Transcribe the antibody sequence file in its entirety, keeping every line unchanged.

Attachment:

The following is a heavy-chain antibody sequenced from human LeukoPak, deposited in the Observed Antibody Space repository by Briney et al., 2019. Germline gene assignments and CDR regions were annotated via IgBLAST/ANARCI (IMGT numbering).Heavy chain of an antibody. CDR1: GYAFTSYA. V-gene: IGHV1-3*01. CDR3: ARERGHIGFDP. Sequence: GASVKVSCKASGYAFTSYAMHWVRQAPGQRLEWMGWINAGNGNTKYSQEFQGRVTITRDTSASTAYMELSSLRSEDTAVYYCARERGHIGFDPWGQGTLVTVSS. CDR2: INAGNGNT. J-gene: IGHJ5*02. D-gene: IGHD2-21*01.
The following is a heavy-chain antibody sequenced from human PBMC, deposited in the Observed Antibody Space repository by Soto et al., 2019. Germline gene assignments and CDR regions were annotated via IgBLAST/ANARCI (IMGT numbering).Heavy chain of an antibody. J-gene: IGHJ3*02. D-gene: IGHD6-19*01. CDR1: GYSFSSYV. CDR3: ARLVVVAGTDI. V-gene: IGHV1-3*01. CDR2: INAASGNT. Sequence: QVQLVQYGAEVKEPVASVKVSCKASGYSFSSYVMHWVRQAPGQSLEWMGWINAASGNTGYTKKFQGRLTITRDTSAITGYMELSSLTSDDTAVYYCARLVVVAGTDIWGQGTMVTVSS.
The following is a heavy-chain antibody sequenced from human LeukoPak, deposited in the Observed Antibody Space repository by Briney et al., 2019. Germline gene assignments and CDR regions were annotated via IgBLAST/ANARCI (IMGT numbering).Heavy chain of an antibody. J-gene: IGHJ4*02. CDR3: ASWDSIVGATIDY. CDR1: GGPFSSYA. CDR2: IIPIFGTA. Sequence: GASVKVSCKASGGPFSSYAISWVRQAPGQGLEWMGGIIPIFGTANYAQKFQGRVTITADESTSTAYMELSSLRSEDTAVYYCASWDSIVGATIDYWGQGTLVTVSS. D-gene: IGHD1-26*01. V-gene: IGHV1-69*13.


The following is a heavy-chain antibody sequenced from human LeukoPak, deposited in the Observed Antibody Space repository by Briney et al., 2019. Germline gene assignments and CDR regions were annotated via IgBLAST/ANARCI (IMGT numbering).Heavy chain of an antibody. CDR1: GYAFTSYA. V-gene: IGHV1-3*01. CDR3: ARERGHIGFDP. Sequence: GASVKVSCKASGYAFTSYAMHWVRQAPGQRLEWMGWINAGNGNTKYSQEFQGRVTITRDTSASTAYMELSSLRSEDTAVYYCARERGHIGFDPWGQGTLVTVSS. CDR2: INAGNGNT. J-gene: IGHJ5*02. D-gene: IGHD2-21*01.
The following is a heavy-chain antibody sequenced from human PBMC, deposited in the Observed Antibody Space repository by Soto et al., 2019. Germline gene assignments and CDR regions were annotated via IgBLAST/ANARCI (IMGT numbering).Heavy chain of an antibody. J-gene: IGHJ3*02. D-gene: IGHD6-19*01. CDR1: GYSFSSYV. CDR3: ARLVVVAGTDI. V-gene: IGHV1-3*01. CDR2: INAASGNT. Sequence: QVQLVQYGAEVKEPVASVKVSCKASGYSFSSYVMHWVRQAPGQSLEWMGWINAASGNTGYTKKFQGRLTITRDTSAITGYMELSSLTSDDTAVYYCARLVVVAGTDIWGQGTMVTVSS.
The following is a heavy-chain antibody sequenced from human LeukoPak, deposited in the Observed Antibody Space repository by Briney et al., 2019. Germline gene assignments and CDR regions were annotated via IgBLAST/ANARCI (IMGT numbering).Heavy chain of an antibody. J-gene: IGHJ4*02. CDR3: ASWDSIVGATIDY. CDR1: GGPFSSYA. CDR2: IIPIFGTA. Sequence: GASVKVSCKASGGPFSSYAISWVRQAPGQGLEWMGGIIPIFGTANYAQKFQGRVTITADESTSTAYMELSSLRSEDTAVYYCASWDSIVGATIDYWGQGTLVTVSS. D-gene: IGHD1-26*01. V-gene: IGHV1-69*13.